At Temple Beth Hillel-Beth El in Wynnewood, Rabbi Neil Cooper will funnel some of his congregation's pre-Passover tzedakah collection of money to Free the Slaves. And for Rabbi Eli Freedman, a leader of Congregation Rodeph Shalom on North Broad Street, Passover offers a rich opportunity to infuse the Biblical narrative with contemporary relevance. "It's one thing just to say to someone, 'Slavery's bad.' But when we tell a story, it has a lasting impact."

That's why Orenstein is urging her congregants to watch a four-minute video, "Building Freedom Brick by Brick," about formerly enslaved brick-makers in India. It's why Middleberg plans to put a padlock on his family's seder plate alongside the traditional shank bone and bitter herbs. It's why Glenside rabbi and educator Erin Hirsh will bypass the store-bought chocolate-covered matzo and instead dip her own in fair-trade chocolate, then explain the choice to her nieces and nephews.

"I think many people bring women's issues or environmental issues into the seder," says Gabrielle Kaplan-Mayer, a writer and educator at Mishkan Shalom, a Reconstructionist synagogue in Roxborough. "But this feels different. Slavery is the actual theme of the seder. This is much more of a literal connection."

On a recent Wednesday night, Kaplan-Mayer gathered nine teenage members of Mishkan's Food for Thought class, a monthly session to experience Jewish culture and tradition through cooking.

"Do you guys know a little bit about the particular issue of chocolate?" she asked.

Gina Golden, 15, nodded: "People who grow the cocoa don't get paid as much as the companies who make the chocolate . . . they're not giving them enough money to live."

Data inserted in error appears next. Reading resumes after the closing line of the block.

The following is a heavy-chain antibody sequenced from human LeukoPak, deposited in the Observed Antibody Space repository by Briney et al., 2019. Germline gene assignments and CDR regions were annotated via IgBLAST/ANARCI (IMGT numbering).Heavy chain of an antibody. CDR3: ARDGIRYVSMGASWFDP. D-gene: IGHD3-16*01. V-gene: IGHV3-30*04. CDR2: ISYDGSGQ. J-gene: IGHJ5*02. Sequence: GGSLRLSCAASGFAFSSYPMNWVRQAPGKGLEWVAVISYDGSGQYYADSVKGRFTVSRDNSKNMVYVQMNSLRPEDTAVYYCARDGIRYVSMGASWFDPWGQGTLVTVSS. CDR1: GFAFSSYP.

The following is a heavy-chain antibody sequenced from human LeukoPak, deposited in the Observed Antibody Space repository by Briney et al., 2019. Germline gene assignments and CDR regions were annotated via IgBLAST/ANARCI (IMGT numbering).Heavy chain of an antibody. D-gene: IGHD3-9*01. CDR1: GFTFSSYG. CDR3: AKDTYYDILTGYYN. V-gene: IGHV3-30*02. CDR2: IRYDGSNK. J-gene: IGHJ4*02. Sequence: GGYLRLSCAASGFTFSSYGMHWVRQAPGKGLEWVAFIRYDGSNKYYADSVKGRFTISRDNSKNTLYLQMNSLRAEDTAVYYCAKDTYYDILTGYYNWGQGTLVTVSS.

"The reality is that children are out there farming cocoa instead of being at school," Kaplan-Mayer said. "What's it going to take to change the way these corporations work?"

She held up a 2.8-ounce bar of Equal Exchange organic milk chocolate. "Know how much this was?"

"Eight dollars?" guessed Eli Rossman, 16.

"Not that bad. $3.99," Kaplan-Mayer said, noting that she shopped at the CreekSide Food Co-op in Elkins Park, after discovering there was no free-trade chocolate at her local Acme. "It's really cool that everyone who was involved in farming the cocoa for this chocolate was paid a fair wage."

"Is there any lobbying for different regulations, to make change through legislation?" asked 16-year-old Anna Luce.

Kaplan-Mayer said Free the Slaves and other organizations were doing just that; she promised to send Luce some information after the class. But, first, the sweet task at hand: making several batches of chocolate-covered almond matzo toffee.

"We call it 'matzo crack,' " Luce said. "It's so wicked. You will become addicted."

"Addicted to fair-trade chocolate?" Kaplan-Mayer said. "That's OK!"

Creators of the Passover Project hope heightened awareness of modern slavery will persist beyond the eight-day holiday. The project includes a year-round curriculum with lessons for all age groups. Free the Slaves wants to enlist 180 synagogues, Jewish schools, and organizations as partners in the effort to end slavery.

For Middleberg, the issue has personal impact: His wife is the descendant of abolitionists, and his grandfather was a slave-laborer in Auschwitz, repairing watches stolen by Nazi soldiers.

"The resonance [of slavery] is so powerful, so immediate for Jewish communities," he says. "So what happens when Pesach is over? This is an enduring responsibility. It goes on all year."